Paul Whelan’s brother has confirmed that the American, convicted of espionage, gave ‘proof of life’ in a telephone conversation.
The family of Paul Whelan, an American man imprisoned in Russia on espionage charges, has confirmed that he has resumed contact with them after more than a week of silence that caused alarm in the White House.
Whelan’s brother David said in a statement that the former Marine called his family for the first time since Nov. 23 on Friday.
“So at least the call acts as a ‘proof of life’ even if nothing else is explained: when Paul went there, why, why the calls stopped, why the US embassy had to seek information on his whereabouts and the Russian authorities refused to respond, etc,” said David Whelan.
White House national security spokesman John Kirby repeated the news on Friday, saying that United States consulate personnel were also back in touch with Paul Whelan.
“I will not go into details about his health for privacy reasons, but I can tell you that he told consular officials that he was feeling well,” Kirby said.
On Wednesday, Kirby had said President Joe Biden’s administration was “deeply concerned” by Whelan’s silence.
Whelan is one of several US residents being held by Russia. Among them is also American basketball star Brittney Griner.
Whelan’s family had been told he had been transferred to a prison hospital, but the circumstances were unclear. Whelan had not previously reported any health problems.
In his statement on Friday, Kirby said U.S. consular officials indicated Whelan had been returned from the hospital to the prison colony in the Mordovia region, where he is serving a 16-year sentence.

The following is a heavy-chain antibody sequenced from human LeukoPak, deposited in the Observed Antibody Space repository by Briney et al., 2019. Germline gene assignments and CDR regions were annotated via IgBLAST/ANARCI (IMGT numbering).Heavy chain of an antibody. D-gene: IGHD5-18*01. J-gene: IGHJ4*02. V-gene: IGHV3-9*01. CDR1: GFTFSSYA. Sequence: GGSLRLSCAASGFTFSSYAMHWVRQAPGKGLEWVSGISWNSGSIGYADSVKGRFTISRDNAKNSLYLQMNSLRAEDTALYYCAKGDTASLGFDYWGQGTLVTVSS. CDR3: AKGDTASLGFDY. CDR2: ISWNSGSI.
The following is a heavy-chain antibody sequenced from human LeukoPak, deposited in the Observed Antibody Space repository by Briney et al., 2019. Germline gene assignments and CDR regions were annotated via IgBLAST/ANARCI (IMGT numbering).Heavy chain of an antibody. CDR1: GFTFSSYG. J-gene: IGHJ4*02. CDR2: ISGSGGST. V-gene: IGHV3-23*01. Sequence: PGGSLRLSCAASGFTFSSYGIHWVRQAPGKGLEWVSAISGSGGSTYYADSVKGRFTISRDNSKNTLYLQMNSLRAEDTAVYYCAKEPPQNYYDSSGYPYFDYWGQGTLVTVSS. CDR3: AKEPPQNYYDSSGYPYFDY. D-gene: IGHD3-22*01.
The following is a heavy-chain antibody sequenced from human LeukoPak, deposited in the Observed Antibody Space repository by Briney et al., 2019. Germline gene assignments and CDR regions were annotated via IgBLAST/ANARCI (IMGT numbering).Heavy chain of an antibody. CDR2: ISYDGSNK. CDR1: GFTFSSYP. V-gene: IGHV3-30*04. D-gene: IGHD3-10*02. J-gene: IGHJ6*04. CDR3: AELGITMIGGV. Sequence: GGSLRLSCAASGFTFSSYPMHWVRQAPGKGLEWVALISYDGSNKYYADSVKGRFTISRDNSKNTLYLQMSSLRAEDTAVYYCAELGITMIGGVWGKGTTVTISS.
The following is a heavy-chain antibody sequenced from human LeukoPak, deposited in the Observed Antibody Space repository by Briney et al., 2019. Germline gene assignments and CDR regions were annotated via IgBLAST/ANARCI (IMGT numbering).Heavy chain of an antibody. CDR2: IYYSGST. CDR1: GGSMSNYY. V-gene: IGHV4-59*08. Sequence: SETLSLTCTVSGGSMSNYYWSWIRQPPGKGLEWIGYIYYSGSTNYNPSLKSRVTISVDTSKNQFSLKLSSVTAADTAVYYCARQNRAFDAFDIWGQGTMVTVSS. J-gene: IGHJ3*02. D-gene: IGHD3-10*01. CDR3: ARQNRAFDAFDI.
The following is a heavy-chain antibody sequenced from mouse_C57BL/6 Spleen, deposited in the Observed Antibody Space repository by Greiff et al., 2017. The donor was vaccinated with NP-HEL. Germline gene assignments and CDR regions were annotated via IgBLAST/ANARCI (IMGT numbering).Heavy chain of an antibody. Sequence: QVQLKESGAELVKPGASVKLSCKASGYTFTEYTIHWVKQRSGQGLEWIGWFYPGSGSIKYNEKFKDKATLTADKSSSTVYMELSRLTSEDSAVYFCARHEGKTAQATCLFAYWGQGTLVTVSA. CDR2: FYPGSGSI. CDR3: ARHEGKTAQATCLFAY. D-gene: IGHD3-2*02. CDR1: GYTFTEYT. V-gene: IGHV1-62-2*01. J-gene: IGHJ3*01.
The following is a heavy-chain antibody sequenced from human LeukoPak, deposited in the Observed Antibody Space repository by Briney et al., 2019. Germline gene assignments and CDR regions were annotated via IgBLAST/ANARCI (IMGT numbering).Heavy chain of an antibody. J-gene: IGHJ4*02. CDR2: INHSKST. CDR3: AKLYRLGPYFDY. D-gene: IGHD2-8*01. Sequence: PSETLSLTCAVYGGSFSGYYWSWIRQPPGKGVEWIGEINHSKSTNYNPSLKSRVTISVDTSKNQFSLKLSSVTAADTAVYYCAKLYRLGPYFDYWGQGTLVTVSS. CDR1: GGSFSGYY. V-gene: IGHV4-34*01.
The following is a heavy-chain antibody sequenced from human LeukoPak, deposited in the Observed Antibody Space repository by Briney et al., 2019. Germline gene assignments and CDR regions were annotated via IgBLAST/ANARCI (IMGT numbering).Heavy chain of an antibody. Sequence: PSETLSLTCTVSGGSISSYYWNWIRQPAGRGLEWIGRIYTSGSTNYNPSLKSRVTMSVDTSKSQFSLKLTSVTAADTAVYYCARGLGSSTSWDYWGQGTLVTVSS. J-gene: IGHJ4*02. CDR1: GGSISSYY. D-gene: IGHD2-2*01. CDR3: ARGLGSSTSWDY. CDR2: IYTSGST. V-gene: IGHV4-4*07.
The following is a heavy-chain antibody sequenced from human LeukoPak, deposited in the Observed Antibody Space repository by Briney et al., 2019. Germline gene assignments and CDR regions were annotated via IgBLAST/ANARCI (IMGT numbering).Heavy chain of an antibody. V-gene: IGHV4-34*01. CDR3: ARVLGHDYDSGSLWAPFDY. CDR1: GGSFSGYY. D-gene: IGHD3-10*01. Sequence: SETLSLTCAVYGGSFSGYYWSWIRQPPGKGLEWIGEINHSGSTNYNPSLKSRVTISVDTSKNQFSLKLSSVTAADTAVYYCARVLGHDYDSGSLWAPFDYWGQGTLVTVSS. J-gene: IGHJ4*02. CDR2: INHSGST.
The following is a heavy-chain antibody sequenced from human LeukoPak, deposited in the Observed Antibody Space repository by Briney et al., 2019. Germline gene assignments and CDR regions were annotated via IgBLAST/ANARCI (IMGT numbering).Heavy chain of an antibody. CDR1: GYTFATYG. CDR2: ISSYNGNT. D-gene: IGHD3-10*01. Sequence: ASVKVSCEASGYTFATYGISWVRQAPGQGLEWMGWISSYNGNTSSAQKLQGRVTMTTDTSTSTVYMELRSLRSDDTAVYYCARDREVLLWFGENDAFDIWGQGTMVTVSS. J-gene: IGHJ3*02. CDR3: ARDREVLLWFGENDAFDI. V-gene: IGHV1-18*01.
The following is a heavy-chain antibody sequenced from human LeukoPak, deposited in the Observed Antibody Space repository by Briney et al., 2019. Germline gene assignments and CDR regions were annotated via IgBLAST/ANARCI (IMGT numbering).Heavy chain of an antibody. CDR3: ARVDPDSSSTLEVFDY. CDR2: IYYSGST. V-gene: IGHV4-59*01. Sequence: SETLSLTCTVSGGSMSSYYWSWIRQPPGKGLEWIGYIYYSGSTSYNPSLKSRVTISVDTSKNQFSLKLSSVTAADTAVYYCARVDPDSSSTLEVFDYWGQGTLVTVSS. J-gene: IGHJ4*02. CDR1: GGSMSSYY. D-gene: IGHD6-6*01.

Whelan is a former United States Marine who worked as a corporate security manager. According to his lawyer, Whelan was arrested in Moscow in December 2018 after being given a flash drive containing classified material he knew nothing about.
Whelan was convicted of espionage in 2020. His family insists he is innocent.
The US has pushed for a prisoner exchange that would bring home Whelan and Griner, who are serving a nine-year sentence for drug charges after authorities found vape cartridges containing cannabis oil in her luggage at a Moscow airport. Griner was transferred to a penal colony in November.
The US has reportedly offered to release Russian arms dealer Viktor Bout, currently serving a 25-year sentence in the US, in exchange for Griner and Whelan.
There is precedent for such an exchange: In April, Russia traded former US Marine Trevor Reed for Russian citizen Konstantin Yaroshenko, who was serving a 20-year prison sentence in the US for drug possession.
On Tuesday, reporters asked Russian Deputy Foreign Minister Sergey Ryabkov if a trade before the end of the year was possible.
“There’s always a chance,” he said. “Unfortunately there have been a few times where it looked like a decision would be made in its favour, but that never happened.”